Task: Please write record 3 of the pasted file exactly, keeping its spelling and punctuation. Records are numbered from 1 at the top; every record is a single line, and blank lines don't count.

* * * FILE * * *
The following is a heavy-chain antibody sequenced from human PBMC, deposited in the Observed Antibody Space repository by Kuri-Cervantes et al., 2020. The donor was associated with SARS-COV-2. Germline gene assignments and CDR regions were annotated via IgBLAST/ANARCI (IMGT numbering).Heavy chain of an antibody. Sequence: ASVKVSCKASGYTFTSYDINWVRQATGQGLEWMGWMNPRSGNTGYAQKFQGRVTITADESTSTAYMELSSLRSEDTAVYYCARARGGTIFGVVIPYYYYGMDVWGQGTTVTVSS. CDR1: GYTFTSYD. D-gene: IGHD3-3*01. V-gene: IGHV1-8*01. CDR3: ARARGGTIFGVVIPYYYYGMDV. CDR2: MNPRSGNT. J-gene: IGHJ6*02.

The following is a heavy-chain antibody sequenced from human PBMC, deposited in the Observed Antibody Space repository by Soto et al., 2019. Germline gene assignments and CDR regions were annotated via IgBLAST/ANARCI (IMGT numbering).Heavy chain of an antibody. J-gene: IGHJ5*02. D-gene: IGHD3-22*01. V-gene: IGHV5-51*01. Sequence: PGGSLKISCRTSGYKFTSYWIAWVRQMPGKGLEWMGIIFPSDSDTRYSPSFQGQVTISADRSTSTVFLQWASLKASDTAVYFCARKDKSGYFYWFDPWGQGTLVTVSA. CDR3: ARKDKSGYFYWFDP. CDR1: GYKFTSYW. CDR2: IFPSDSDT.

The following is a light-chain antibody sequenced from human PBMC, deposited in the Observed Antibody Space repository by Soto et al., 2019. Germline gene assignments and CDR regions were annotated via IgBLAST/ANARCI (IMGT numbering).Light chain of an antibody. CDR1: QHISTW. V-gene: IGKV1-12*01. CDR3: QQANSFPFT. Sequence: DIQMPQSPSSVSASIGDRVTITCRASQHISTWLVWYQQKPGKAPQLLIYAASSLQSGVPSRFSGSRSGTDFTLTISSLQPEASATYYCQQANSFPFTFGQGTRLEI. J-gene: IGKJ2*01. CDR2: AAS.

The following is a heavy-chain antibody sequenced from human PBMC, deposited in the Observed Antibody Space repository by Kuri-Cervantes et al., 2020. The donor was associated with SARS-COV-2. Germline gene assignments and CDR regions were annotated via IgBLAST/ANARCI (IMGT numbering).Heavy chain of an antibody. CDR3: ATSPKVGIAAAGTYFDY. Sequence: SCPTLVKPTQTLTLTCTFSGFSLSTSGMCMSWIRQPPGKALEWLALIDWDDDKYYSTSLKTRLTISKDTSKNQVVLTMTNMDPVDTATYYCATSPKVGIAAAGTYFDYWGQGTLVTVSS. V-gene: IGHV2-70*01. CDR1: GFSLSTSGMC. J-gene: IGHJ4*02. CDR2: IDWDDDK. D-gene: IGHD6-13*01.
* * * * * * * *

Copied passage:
The following is a light-chain antibody sequenced from human PBMC, deposited in the Observed Antibody Space repository by Soto et al., 2019. Germline gene assignments and CDR regions were annotated via IgBLAST/ANARCI (IMGT numbering).Light chain of an antibody. CDR1: QHISTW. V-gene: IGKV1-12*01. CDR3: QQANSFPFT. Sequence: DIQMPQSPSSVSASIGDRVTITCRASQHISTWLVWYQQKPGKAPQLLIYAASSLQSGVPSRFSGSRSGTDFTLTISSLQPEASATYYCQQANSFPFTFGQGTRLEI. J-gene: IGKJ2*01. CDR2: AAS.